U.S. Treasury Secretary Henry Paulson said U.S. financial markets are emerging from the credit crunch that many economists believe has pushed the country to the brink of recession, according to The Wall Street Journal.
"I do believe that the worst is likely to be behind us," Paulson told the newspaper in an interview.
The Journal said Paulson's comments appear to be the Bush administration's most optimistic assessment yet about the financial turmoil that began last year with defaults on subprime home loans and spread through financial institutions that owned tens of billions of dollars in mortgage-backed securities.
In the interview, however, the Treasury Secretary predicted there would be further "bumps along the road," and that it would take "some months longer" for the market distress to fully dissipate. Some financial markets, he said, still aren't fully functioning.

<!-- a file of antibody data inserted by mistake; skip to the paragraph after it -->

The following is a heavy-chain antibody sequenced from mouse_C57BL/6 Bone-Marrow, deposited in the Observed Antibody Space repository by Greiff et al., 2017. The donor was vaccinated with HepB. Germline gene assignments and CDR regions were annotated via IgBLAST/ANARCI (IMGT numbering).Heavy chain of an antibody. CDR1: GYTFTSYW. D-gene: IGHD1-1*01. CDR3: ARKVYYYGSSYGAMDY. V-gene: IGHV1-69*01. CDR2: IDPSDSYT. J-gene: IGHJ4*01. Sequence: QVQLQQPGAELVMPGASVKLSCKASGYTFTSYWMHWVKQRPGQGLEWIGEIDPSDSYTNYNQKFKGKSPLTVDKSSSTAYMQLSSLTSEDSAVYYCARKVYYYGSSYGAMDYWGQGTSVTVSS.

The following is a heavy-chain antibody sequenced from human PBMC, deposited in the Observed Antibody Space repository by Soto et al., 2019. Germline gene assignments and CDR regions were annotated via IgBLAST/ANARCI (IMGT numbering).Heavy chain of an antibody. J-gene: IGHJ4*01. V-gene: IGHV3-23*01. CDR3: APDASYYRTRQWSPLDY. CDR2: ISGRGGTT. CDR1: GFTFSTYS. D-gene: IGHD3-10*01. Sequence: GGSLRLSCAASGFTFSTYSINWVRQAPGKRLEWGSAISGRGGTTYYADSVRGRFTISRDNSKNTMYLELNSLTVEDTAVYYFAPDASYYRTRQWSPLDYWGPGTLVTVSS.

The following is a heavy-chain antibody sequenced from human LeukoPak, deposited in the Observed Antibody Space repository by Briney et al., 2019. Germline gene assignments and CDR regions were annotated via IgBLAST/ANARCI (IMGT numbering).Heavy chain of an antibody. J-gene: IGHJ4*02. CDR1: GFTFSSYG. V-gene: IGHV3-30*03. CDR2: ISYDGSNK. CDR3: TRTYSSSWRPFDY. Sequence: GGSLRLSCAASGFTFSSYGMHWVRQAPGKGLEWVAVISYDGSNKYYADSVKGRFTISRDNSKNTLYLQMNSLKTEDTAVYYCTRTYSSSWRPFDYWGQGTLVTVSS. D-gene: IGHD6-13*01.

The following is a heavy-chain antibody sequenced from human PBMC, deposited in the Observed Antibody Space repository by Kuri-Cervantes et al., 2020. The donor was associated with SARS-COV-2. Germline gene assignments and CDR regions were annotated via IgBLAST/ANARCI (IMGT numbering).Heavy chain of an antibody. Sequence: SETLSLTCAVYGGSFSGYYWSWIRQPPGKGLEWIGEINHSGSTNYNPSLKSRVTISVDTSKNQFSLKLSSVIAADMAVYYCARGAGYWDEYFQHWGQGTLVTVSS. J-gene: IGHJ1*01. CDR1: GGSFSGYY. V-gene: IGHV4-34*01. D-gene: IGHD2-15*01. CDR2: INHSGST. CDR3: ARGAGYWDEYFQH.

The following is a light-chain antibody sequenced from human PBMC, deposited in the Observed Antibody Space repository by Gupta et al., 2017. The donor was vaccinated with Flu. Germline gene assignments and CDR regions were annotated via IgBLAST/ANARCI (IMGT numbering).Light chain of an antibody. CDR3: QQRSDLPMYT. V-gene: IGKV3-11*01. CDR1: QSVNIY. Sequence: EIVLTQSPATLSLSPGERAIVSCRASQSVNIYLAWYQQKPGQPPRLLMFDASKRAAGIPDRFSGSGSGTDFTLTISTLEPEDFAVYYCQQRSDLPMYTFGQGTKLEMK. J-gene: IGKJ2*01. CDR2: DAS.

The Journal said Paulson pointed to the Federal Reserve's decision to help prevent the collapse of Bear Stearns and to provide liquidity to other investment banks as "an inflection point" in the crisis.
The newspaper said Paulson also believes Congress will soon pass two measures he considers critical: one to improve the regulation of Fannie Mae and Freddie Mac , the government-chartered mortgage companies, and another to overhaul the Federal Housing Administration.